Let me ask you a purely academic question: Hello?
— Dean Blehert

Saturday, January 07, 2006


New studies show that if you talk to children about suicide and ask them repeatedly if they've ever considered hurting themselves or thought of suicide as an option, those children do begin to think about suicide and notice that it's an option.

This is what the drug companies call "suicidal ideation" which is why psychiatrists want to screen kids: So that the kids can be put on medications -- as part of their meducation -- that include among their effects, causing suicidal ideation. That way the drugs can keep the suicide rates up (creating a demand for psychiatrists), so that the psychiatrists won't have to spend their days asking questions that cause suicidal ideation.

Then the psychiatrists can get back to their most valuable work: Redefining picking loose eyelashes out of your eye when there's no eyelash there as Phantom Cilia Disorder, redefining picking your nose as the digital phase of Snotophobia (which is not a phobia?), redefining pressing the down button again after it's already lit up as Obsessive Elevator Impatience Dysfunction, etc.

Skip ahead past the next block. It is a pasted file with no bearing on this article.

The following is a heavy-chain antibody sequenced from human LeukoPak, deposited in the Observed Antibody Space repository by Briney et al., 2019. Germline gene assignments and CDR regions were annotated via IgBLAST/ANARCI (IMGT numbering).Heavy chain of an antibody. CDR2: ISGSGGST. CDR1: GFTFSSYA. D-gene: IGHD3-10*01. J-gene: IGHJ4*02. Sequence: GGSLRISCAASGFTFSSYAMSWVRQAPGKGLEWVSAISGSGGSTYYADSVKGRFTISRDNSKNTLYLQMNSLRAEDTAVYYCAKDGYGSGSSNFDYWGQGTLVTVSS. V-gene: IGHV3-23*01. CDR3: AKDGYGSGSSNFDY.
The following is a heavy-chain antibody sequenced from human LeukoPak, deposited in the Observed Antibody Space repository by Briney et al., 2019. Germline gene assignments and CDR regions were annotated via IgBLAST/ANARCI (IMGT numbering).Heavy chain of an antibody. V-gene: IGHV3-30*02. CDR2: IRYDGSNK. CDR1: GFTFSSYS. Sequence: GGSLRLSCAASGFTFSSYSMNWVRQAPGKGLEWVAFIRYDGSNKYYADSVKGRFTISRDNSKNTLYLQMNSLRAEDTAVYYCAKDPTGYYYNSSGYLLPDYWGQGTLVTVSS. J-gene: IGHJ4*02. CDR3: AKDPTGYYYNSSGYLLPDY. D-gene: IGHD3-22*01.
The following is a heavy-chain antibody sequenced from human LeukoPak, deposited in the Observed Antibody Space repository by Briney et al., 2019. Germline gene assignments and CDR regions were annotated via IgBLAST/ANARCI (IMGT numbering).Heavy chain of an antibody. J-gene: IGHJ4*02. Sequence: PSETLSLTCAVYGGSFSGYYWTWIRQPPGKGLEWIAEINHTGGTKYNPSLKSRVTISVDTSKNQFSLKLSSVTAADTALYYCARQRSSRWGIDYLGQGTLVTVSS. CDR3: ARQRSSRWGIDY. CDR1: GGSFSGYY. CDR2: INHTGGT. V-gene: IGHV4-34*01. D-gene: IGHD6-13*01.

For some reason, no one asks the kids, "Have you ever considered harming a psychiatrist?" Perhaps we should spread the word that children are, increasingly, a danger to psychiatrists. We might recommend that they be screened to detect urges to maim or kill psychiatrists. (I think that's what the shrinks call "Defiance Disorder".)

For more data on the purposes and products of those who advocate screening all children (or all people) for "mental illness", check out this site.

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